Our Questions Create The Future

magic eight ball

image via greeblie on Flickr

I read Brian Mathews’ new white paper Think Like a Startup on Friday, and it was an inspiring end to the week. If you haven’t read it yet, go do it (and I’d love to hear your thoughts and chat about it on Twitter). In the paper he also puts forward good questions — big questions. These are questions like:

  • “How can libraries support 21st century learners?”
  • “How can we help the individuals at our institutions become more successful?”

Questions have immense power. “A good question is something that leads people on a quest.” They have the ability to focus, but they also have the ability to distract. If you or your organization is not asking the right questions, you could be following a path that is taking you somewhere you didn’t want to go. But if you are asking a question like how can we support 21st century learners, all the answers, whether right or wrong, will still be focused on that mission.

We’ve all heard the old adage that there’s no such thing as a stupid question. That’s true. Questions mean we’re curious and want to understand. A lack of questions means that we are fine with not learning and stagnation. But there are certainly better or worse questions. There are questions that can move us forward a little or questions that can completely change our thinking. I’ve heard, and I know I’ve been guilty of asking questions like: “how can we increase our reference numbers,” or “what if we have too much success?” While these questions are important for planning and can be illuminating, we can’t forget to go back to the really big, important questions. We have to ask these smaller questions in concert with the big ones.

Hildy Gottlieb in her TEDx talk about Creating the Future asks questions that can bring focus to a library or other institution:

  • “What kind of world do we really want?”
  • “What is the path that will get us there?”

She talks about envisioning what success would look like and reverse engineering the future that we want. What kind of library community do we want? What will it look like? These are questions that change the way you look at the work you’re doing and perhaps lead to deep insights.

The type of questions we ask as organizations and as a profession determine our focus and direction. What questions should we be asking? What questions are you asking?


Let Us Inquire Together

students working together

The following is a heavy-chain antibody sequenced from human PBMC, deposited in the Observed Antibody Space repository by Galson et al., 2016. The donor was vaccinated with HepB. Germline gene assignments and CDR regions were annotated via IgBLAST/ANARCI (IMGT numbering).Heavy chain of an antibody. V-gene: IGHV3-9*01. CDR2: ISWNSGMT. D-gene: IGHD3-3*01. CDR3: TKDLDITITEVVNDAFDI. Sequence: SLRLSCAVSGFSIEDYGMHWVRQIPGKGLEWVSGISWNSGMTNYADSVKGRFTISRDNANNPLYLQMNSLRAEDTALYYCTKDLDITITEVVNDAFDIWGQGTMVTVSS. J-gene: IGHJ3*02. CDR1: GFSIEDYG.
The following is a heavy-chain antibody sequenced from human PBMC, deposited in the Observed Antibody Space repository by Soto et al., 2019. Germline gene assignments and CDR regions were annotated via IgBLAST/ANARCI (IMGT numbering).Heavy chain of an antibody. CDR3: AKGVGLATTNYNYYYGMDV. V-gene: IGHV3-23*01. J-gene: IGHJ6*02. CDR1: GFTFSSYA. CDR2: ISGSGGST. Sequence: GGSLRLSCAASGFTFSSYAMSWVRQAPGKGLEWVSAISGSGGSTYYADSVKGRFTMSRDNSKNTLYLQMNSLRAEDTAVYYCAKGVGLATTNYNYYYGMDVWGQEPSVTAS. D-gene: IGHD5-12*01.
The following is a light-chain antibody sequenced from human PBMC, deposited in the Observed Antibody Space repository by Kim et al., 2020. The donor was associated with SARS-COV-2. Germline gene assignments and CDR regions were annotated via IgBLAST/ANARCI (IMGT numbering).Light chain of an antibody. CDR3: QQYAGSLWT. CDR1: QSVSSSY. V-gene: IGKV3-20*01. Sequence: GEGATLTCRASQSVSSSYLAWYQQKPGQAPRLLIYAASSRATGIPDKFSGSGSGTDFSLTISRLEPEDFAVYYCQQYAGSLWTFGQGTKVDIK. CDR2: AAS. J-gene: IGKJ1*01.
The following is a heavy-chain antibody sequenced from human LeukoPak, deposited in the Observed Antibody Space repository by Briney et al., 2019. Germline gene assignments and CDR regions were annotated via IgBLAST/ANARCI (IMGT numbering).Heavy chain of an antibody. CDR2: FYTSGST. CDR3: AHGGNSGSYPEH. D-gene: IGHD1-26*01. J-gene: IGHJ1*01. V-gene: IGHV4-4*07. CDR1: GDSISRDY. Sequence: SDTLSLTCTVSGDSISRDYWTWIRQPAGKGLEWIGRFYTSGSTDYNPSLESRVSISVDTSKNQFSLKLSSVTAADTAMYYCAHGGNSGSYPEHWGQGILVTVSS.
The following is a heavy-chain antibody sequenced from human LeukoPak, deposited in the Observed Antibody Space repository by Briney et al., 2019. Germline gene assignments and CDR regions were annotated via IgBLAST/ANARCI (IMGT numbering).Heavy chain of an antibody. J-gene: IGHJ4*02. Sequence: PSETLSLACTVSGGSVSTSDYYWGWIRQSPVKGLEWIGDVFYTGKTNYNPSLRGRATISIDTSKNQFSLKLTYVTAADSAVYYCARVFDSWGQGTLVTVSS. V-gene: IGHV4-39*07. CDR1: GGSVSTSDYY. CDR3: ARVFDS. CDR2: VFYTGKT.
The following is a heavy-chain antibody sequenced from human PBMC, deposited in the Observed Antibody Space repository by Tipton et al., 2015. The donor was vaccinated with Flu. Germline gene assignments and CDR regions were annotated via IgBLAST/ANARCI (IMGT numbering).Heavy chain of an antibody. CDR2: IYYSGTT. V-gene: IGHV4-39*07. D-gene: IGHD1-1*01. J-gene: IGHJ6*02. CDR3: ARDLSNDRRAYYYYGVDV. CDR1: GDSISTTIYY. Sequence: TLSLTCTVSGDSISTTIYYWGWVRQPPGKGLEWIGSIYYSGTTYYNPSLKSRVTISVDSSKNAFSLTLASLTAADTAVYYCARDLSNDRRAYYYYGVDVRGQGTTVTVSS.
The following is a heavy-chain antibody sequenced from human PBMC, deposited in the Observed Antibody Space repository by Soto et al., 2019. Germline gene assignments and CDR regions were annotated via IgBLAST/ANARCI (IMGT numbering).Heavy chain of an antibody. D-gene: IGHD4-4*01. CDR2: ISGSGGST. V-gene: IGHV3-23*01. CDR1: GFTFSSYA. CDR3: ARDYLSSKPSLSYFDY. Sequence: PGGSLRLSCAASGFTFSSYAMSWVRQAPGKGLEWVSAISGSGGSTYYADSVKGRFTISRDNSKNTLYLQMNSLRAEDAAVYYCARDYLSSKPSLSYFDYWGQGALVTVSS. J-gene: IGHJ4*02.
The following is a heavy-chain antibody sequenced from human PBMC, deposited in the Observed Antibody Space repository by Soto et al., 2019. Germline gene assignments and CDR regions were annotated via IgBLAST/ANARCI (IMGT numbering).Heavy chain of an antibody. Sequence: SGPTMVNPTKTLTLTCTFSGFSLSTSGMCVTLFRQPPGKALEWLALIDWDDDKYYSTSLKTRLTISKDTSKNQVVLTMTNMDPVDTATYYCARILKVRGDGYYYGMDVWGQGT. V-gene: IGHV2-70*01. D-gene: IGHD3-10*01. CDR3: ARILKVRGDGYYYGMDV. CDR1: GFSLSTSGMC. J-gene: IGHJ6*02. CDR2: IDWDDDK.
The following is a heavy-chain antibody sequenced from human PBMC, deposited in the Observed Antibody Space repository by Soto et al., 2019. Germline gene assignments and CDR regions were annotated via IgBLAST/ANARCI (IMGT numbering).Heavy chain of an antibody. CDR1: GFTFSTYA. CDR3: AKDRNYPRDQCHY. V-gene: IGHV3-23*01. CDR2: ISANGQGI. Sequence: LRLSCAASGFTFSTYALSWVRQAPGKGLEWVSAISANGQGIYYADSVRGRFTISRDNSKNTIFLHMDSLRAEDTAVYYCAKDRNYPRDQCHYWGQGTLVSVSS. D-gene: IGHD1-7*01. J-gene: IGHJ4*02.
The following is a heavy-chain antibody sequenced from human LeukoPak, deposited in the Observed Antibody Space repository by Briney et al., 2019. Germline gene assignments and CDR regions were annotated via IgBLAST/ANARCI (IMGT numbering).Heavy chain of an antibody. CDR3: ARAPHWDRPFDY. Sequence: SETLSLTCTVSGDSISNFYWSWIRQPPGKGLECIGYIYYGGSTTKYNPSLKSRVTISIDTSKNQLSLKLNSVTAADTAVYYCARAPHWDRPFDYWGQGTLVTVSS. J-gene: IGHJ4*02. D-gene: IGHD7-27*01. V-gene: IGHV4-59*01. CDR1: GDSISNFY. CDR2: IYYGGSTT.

Image by Lower Columbia College on Flickr

What if instead of coming into an information literacy session planning to teach students how to evaluate a website or explain searching the databases or catalog you came into class planning to explore an interesting information literacy question with your students? This would be a really interesting or important question that affects not just college research but our everyday lives. These would be questions interesting to us as librarians, but also likely interesting to anyone living in this information age. I thought through an example of a question and session below.

How do I know what information to trust?

In this session, you could ask students to think of a person that they trust and then write down 3 reasons why they trust them. You could then begin to discuss what makes something or someone trustworthy. They might say they trust a person because he or she is smart (you could bring in the idea of expertise or authority). They might say they trust someone because they have earned it and have given them good information in the past (you could bring in the idea of reliability).

You could then transition into having groups of students finding the most trustworthy information they can in 15 minutes about different questions. One question could be “you want to have an informed opinion about the Trayvon Martin case; what information source in your opinion is most trustworthy?” In this instance a book or database likely wouldn’t be the best option and you could bring up ideas about currency, bias and perhaps primary sources.

Another question could be “You want to understand the scientific theory of evolution; what information source in your opinion is the most trustworthy?” The Google results for “theory of evolution” are to put it mildly, all over the place. They may choose a book or science magazine article and you could discuss the nature of the publishing process and again discuss bias. They could also come up with the Wikipedia entry and you could talk about the references and citations at the bottom and a different type of editorial process. In addition you could discuss how knowledge (just like research) is constructed as opposed to simply finding the answer.

Instead of simply deciding to teach about primary sources or bias, by focusing on an interesting question you are able to bring those concepts and others in while putting them in their proper context and highlighting their importance. Primary sources (for example the police report or audio recordings of 911 calls in the Trayvon Martin case) are really helpful in piecing together what actually happened. News media may bias things in the way they present the events, who they choose to interview, or even the pictures they choose to show of the parties involved.

You give up control in a session like this. You may not hit all your points and students may take you on tangents or places you didn’t even think about. This can make the session a little scarier. But it could also be really fun, and it makes the learning that much more meaningful to the students.

Some other possible interesting questions I thought of were:

What would these lessons look like? What are other interesting questions that you would ask? Would you like doing a session like this?


The title for this post came from, among other places, the book Teaching With Your Mouth Shut and from Marilee Goldberg Adams.